A few miles to the north, the community around the Michael-Ann Russell JCC in North Miami Beach, near Aventura, also is growing, thanks to Latin American Jewish families.

“In the last 15 years, especially since 2001, there’s been a gradual increase in the number of Spanish-speaking kids,” said Nancy Posner, head of the Reform day school, Jacobson Sinai Academy. “Now we have students from 17 different countries. It’s a microcosm of Miami.”

While Miami-Dade has the fewest Jews of the three counties, its population is the most stable because it has more young people and fewer retirees.

“It gives us a more normalized age period and more stable base,” said Solomon of the Miami federation. “The northern South Florida communities still have to go through that demographic adjustment.”

Farther north, in Broward County, losses due to mortality have prompted a steep decline in the Jewish population – by about 55,000 between 1997 and 2008. Far fewer new retirees are moving in.

“Over the course of the past 20 years or so, there clearly has been a drop-off as retirees have passed away or moved back North to move in with their adult children,” said Eric Stillman, CEO of the Jewish Federation of Broward County.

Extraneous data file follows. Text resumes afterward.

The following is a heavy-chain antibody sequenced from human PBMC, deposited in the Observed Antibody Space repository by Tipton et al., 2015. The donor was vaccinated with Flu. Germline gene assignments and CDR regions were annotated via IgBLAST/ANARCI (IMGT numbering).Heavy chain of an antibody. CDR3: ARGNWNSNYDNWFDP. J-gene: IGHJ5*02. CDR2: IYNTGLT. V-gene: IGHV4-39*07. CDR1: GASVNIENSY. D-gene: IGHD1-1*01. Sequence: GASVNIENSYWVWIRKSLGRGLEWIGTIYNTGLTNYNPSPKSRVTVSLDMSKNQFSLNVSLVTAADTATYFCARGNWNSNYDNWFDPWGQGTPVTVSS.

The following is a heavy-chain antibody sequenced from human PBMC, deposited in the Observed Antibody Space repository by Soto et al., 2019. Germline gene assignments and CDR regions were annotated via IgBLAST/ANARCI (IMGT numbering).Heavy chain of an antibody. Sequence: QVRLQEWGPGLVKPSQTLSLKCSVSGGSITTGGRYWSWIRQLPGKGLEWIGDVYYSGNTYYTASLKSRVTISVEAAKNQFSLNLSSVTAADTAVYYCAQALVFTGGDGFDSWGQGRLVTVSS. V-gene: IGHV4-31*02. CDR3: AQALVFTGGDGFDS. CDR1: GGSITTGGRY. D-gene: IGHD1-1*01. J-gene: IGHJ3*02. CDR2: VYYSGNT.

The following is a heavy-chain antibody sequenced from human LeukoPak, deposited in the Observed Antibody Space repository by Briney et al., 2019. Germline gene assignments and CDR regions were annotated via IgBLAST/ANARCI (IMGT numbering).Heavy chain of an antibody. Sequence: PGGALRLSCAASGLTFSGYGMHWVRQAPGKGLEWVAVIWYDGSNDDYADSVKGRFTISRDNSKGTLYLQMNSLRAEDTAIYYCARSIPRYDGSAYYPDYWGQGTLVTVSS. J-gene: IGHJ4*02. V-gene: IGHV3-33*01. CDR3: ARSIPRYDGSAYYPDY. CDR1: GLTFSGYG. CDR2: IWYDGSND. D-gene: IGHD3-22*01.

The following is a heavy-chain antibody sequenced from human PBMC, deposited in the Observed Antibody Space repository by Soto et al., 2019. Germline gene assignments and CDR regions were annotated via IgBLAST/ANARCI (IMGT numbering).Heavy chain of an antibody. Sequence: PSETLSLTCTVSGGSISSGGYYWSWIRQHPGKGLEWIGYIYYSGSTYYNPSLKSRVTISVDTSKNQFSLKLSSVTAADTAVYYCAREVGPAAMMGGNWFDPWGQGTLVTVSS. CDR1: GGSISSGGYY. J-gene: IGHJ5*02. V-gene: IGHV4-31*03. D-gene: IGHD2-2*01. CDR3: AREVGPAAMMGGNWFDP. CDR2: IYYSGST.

The story is different in Palm Beach County, which remains the No. 1 destination in America for Jewish retirees. The county’s Jewish population exploded in the 1990s and early 2000s. While growth probably has leveled off, according to Sheskin’s demographic estimates, the expected retirement of the baby boomers likely will help Palm Beach keep up its Jewish numbers in the coming years.

The story of Florida Jewry has not been one of unchecked growth. The Jewish community of Miami is still far below its peak, when it numbered nearly 250,000 in the late 1970s, and Broward is down from its high of nearly 300,000 in 1990.

What’s different about South Florida today is that the region increasingly is a place where second- and third-generation Jews are being born, growing up and choosing to raise families of their own.